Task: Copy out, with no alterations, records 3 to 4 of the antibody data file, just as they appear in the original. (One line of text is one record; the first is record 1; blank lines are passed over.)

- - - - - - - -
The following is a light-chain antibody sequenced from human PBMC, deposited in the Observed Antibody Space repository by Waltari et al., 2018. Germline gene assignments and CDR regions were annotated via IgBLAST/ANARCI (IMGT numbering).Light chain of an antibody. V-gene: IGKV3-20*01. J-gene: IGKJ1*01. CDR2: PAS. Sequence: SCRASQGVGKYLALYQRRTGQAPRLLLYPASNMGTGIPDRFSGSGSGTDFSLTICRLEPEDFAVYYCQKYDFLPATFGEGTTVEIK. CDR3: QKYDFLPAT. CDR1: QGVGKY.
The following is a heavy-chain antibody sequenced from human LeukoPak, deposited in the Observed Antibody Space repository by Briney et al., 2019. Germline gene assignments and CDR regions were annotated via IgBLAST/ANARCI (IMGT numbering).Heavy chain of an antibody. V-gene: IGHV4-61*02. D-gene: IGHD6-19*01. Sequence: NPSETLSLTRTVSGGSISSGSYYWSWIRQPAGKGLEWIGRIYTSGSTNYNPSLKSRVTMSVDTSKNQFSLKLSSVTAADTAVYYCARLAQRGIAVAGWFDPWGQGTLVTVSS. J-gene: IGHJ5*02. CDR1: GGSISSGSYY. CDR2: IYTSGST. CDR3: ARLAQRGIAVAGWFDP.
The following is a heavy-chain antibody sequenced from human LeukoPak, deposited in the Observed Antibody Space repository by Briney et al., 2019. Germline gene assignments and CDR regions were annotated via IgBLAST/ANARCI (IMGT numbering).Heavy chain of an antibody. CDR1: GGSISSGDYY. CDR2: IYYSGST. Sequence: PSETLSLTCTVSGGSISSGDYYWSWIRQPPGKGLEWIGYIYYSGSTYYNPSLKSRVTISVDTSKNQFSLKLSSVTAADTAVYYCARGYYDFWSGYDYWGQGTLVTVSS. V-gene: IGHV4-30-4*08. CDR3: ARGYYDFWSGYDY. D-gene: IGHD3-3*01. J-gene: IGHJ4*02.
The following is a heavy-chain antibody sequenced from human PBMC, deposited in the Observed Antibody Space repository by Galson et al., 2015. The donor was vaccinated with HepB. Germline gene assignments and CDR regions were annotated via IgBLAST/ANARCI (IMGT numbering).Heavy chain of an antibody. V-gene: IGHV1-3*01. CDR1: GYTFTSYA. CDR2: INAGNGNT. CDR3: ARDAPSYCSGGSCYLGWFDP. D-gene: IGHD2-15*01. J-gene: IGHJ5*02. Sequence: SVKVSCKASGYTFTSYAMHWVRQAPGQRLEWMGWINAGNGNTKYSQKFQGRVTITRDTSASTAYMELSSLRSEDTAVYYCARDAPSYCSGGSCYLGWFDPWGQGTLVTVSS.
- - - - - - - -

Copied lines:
The following is a heavy-chain antibody sequenced from human LeukoPak, deposited in the Observed Antibody Space repository by Briney et al., 2019. Germline gene assignments and CDR regions were annotated via IgBLAST/ANARCI (IMGT numbering).Heavy chain of an antibody. CDR1: GGSISSGDYY. CDR2: IYYSGST. Sequence: PSETLSLTCTVSGGSISSGDYYWSWIRQPPGKGLEWIGYIYYSGSTYYNPSLKSRVTISVDTSKNQFSLKLSSVTAADTAVYYCARGYYDFWSGYDYWGQGTLVTVSS. V-gene: IGHV4-30-4*08. CDR3: ARGYYDFWSGYDY. D-gene: IGHD3-3*01. J-gene: IGHJ4*02.
The following is a heavy-chain antibody sequenced from human PBMC, deposited in the Observed Antibody Space repository by Galson et al., 2015. The donor was vaccinated with HepB. Germline gene assignments and CDR regions were annotated via IgBLAST/ANARCI (IMGT numbering).Heavy chain of an antibody. V-gene: IGHV1-3*01. CDR1: GYTFTSYA. CDR2: INAGNGNT. CDR3: ARDAPSYCSGGSCYLGWFDP. D-gene: IGHD2-15*01. J-gene: IGHJ5*02. Sequence: SVKVSCKASGYTFTSYAMHWVRQAPGQRLEWMGWINAGNGNTKYSQKFQGRVTITRDTSASTAYMELSSLRSEDTAVYYCARDAPSYCSGGSCYLGWFDPWGQGTLVTVSS.